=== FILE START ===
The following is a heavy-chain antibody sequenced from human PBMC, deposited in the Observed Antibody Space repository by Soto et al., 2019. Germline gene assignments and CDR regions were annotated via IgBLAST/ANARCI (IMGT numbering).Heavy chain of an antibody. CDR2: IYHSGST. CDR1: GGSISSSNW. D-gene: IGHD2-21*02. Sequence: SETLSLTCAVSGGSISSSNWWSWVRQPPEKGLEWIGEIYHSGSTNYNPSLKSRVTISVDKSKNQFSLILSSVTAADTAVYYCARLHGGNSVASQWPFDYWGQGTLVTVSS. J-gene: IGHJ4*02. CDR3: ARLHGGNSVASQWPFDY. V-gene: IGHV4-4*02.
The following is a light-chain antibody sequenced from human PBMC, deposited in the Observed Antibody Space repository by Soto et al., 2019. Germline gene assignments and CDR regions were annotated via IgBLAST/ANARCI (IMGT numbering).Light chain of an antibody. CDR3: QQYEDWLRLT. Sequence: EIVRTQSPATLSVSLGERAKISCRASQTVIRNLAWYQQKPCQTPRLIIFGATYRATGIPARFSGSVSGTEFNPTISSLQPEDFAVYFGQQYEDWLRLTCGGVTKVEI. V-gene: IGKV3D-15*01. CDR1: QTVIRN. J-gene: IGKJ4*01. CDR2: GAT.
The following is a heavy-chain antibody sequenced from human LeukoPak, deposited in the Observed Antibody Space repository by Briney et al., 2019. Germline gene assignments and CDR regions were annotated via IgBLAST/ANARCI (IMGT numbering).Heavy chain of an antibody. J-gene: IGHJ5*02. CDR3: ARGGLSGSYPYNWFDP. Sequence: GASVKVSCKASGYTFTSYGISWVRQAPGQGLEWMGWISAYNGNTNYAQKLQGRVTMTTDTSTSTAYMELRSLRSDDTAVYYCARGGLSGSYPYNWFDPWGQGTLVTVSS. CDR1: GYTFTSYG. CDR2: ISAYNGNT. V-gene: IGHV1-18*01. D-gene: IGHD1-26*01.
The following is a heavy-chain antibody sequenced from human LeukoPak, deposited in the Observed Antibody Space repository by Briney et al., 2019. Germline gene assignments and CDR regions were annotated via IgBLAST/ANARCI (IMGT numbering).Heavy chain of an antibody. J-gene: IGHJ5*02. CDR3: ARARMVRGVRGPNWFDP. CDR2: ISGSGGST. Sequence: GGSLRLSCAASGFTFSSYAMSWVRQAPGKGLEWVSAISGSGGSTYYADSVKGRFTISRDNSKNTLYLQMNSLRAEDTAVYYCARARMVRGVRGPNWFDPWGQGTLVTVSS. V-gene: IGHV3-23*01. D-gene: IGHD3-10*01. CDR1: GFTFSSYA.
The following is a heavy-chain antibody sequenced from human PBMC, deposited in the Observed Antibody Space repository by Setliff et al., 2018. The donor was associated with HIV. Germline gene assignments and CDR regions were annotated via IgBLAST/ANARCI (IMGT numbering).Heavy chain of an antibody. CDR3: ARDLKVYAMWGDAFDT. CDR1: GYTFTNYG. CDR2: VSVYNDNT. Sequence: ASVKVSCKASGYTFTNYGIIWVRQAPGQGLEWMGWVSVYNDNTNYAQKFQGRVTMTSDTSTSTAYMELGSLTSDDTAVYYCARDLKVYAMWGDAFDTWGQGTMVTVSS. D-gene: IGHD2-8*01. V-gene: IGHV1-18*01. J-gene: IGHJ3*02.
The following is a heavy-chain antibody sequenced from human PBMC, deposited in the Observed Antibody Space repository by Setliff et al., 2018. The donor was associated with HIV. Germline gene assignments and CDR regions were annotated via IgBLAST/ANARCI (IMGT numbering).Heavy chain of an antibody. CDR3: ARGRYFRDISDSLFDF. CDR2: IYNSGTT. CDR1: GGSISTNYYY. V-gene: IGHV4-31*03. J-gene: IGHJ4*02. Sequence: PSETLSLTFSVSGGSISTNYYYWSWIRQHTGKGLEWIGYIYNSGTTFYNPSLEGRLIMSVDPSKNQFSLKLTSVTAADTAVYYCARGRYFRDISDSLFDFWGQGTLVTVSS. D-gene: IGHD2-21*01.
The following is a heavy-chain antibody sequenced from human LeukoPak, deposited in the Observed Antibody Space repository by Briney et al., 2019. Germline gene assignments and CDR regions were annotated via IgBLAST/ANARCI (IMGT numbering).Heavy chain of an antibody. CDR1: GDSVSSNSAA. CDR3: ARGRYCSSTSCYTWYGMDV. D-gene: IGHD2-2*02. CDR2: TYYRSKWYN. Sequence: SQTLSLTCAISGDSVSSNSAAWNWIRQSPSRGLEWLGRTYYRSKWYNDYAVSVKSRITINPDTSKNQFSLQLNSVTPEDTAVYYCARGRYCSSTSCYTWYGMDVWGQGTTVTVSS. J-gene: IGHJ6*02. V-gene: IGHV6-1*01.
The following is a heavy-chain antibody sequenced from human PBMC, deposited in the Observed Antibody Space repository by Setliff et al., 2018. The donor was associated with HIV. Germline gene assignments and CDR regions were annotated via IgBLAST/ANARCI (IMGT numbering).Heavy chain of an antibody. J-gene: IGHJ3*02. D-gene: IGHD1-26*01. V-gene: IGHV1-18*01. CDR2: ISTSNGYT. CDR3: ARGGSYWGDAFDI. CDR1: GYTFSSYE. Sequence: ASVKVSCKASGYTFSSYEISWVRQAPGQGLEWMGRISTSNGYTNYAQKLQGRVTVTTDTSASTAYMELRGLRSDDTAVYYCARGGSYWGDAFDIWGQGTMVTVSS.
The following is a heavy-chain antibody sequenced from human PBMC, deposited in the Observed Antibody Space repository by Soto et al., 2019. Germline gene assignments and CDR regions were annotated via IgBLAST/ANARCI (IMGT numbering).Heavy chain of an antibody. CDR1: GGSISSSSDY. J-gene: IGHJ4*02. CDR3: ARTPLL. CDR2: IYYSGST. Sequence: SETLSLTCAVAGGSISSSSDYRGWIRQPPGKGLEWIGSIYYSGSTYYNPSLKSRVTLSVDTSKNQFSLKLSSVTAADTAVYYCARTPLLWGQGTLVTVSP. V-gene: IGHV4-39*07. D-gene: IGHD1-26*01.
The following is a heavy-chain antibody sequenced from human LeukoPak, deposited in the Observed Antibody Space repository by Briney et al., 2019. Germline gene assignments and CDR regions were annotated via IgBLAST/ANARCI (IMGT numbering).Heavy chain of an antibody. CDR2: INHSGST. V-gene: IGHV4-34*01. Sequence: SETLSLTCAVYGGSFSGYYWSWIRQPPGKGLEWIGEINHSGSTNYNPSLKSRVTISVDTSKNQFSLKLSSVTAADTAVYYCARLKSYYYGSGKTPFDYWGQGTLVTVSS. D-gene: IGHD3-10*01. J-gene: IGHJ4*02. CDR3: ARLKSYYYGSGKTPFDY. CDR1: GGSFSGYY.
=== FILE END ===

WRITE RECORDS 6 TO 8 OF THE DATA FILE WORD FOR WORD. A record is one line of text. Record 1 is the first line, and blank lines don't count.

The following is a heavy-chain antibody sequenced from human PBMC, deposited in the Observed Antibody Space repository by Setliff et al., 2018. The donor was associated with HIV. Germline gene assignments and CDR regions were annotated via IgBLAST/ANARCI (IMGT numbering).Heavy chain of an antibody. CDR3: ARGRYFRDISDSLFDF. CDR2: IYNSGTT. CDR1: GGSISTNYYY. V-gene: IGHV4-31*03. J-gene: IGHJ4*02. Sequence: PSETLSLTFSVSGGSISTNYYYWSWIRQHTGKGLEWIGYIYNSGTTFYNPSLEGRLIMSVDPSKNQFSLKLTSVTAADTAVYYCARGRYFRDISDSLFDFWGQGTLVTVSS. D-gene: IGHD2-21*01.
The following is a heavy-chain antibody sequenced from human LeukoPak, deposited in the Observed Antibody Space repository by Briney et al., 2019. Germline gene assignments and CDR regions were annotated via IgBLAST/ANARCI (IMGT numbering).Heavy chain of an antibody. CDR1: GDSVSSNSAA. CDR3: ARGRYCSSTSCYTWYGMDV. D-gene: IGHD2-2*02. CDR2: TYYRSKWYN. Sequence: SQTLSLTCAISGDSVSSNSAAWNWIRQSPSRGLEWLGRTYYRSKWYNDYAVSVKSRITINPDTSKNQFSLQLNSVTPEDTAVYYCARGRYCSSTSCYTWYGMDVWGQGTTVTVSS. J-gene: IGHJ6*02. V-gene: IGHV6-1*01.
The following is a heavy-chain antibody sequenced from human PBMC, deposited in the Observed Antibody Space repository by Setliff et al., 2018. The donor was associated with HIV. Germline gene assignments and CDR regions were annotated via IgBLAST/ANARCI (IMGT numbering).Heavy chain of an antibody. J-gene: IGHJ3*02. D-gene: IGHD1-26*01. V-gene: IGHV1-18*01. CDR2: ISTSNGYT. CDR3: ARGGSYWGDAFDI. CDR1: GYTFSSYE. Sequence: ASVKVSCKASGYTFSSYEISWVRQAPGQGLEWMGRISTSNGYTNYAQKLQGRVTVTTDTSASTAYMELRGLRSDDTAVYYCARGGSYWGDAFDIWGQGTMVTVSS.